those in authority. Like their SJ adult counterparts, they may protest such authority, at the same time respecting and expecting it. Role clarity is important.
ESFJs' careers often lean toward those that serve humanity: nursing, public
school teaching, clergy, and psychology. Sales and other public service-oriented
jobs also have particular appeal. More impersonal tasks (related to computers,
for example, or bookkeeping) and jobs that demand theory and speculation (such as
college teaching, consulting, and especially investment brokering) can be particularly stressful to an ESFJ.
Late in life
In their later years, ESFJs may mellow somewhat, but they still are guided by the
same values that shaped their earlier years. After a life devoted to meeting the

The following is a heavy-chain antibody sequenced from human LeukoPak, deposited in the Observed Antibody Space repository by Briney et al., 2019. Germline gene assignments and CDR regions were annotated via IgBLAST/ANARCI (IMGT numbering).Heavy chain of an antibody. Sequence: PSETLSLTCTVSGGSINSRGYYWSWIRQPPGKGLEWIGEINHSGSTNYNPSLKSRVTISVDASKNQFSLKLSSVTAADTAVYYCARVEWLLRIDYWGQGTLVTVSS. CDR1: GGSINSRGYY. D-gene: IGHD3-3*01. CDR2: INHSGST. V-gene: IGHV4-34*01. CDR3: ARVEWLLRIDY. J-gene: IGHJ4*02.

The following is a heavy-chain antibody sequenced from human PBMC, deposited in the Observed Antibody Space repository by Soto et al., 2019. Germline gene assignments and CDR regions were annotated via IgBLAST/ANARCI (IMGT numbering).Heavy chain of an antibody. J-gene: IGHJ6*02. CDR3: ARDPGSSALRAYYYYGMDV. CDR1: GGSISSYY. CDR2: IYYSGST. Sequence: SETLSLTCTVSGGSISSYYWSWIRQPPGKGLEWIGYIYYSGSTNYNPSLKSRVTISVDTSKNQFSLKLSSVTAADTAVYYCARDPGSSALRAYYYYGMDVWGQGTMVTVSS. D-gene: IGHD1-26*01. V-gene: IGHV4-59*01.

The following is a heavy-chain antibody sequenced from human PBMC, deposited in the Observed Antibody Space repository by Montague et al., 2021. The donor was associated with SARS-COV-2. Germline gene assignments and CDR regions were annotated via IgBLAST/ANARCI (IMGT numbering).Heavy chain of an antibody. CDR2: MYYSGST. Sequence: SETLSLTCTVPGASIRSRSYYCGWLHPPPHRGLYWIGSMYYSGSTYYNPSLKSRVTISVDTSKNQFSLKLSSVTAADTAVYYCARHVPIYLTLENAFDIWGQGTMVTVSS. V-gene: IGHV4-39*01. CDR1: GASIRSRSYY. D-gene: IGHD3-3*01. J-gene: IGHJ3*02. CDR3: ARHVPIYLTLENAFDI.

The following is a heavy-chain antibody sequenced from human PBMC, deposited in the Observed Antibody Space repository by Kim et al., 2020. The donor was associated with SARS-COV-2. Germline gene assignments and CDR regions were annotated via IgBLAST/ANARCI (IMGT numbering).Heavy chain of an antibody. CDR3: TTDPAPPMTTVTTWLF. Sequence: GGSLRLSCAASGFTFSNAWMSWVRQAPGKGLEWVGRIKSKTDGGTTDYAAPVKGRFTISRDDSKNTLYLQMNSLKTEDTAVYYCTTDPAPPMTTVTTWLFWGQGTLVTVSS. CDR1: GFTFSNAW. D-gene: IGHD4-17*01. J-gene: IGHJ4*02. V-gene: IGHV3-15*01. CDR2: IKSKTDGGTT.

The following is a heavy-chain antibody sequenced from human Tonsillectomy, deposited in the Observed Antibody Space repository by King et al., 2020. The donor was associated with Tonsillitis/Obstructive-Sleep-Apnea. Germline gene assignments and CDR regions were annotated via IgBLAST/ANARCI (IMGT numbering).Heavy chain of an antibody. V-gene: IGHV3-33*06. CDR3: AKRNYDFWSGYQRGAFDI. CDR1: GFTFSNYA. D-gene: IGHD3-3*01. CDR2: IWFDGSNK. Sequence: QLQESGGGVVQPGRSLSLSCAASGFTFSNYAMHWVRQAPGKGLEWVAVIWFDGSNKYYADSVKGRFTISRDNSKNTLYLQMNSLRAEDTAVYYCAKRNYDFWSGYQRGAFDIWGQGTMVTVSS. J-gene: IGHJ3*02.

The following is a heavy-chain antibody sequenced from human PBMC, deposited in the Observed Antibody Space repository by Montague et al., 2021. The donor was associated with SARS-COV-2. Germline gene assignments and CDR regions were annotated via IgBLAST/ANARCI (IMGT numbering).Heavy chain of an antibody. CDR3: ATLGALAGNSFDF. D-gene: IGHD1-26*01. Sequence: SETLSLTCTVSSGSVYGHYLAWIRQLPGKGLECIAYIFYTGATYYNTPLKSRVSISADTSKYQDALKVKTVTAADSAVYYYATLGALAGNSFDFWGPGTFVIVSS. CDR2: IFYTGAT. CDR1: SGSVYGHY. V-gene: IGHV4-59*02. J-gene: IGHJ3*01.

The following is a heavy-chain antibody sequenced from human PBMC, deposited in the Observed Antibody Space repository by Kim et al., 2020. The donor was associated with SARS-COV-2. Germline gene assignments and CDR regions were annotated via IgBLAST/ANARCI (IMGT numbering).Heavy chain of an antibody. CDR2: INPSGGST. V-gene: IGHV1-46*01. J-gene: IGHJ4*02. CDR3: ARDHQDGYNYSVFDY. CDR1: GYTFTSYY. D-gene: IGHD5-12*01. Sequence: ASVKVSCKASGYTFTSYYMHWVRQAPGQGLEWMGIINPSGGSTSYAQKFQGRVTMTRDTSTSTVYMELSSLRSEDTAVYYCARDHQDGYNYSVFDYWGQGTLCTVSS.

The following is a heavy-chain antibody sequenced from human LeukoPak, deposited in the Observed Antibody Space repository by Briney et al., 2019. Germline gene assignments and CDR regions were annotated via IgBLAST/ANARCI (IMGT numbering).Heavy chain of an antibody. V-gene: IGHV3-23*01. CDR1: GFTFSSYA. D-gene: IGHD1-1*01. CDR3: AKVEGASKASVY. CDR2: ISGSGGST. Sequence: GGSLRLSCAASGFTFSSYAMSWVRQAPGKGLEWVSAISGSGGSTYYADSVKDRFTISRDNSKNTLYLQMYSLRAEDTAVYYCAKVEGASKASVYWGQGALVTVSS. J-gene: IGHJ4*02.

needs of those around them, they may turn their attention to more abstract, universal concerns. Even in retirement, however, they tend to be driven by "shoulds" (and,
perhaps, a few "shouldn'ts"), though the "shoulds" may be of a more leisurely kind,
with perhaps less emphasis on service ideals -- for example, learning a language,
tending to neglected hobbies, or meeting some self-directed needs. In general, home, children, and grandchildren play central roles; they prefer to have family nearby and accessible, and may also enjoy the occasional unexpected visitor. For them, the
ultimate symbol of security may be the continually replenished woodpile for the
fireplace around which the family gathers.
Some famous ESFJs could include Dwight Eisenhower (although he was never seen as
brilliant military strategist, he could do no wrong. Life magazine called
him "the most popular man in the world" in the 1950s; indeed, his highly successful
campaign theme was "I Like Ike"); and Felix Unger of The Odd Couple (who rages
at his sloppy roommate but is constantly there to take care of him).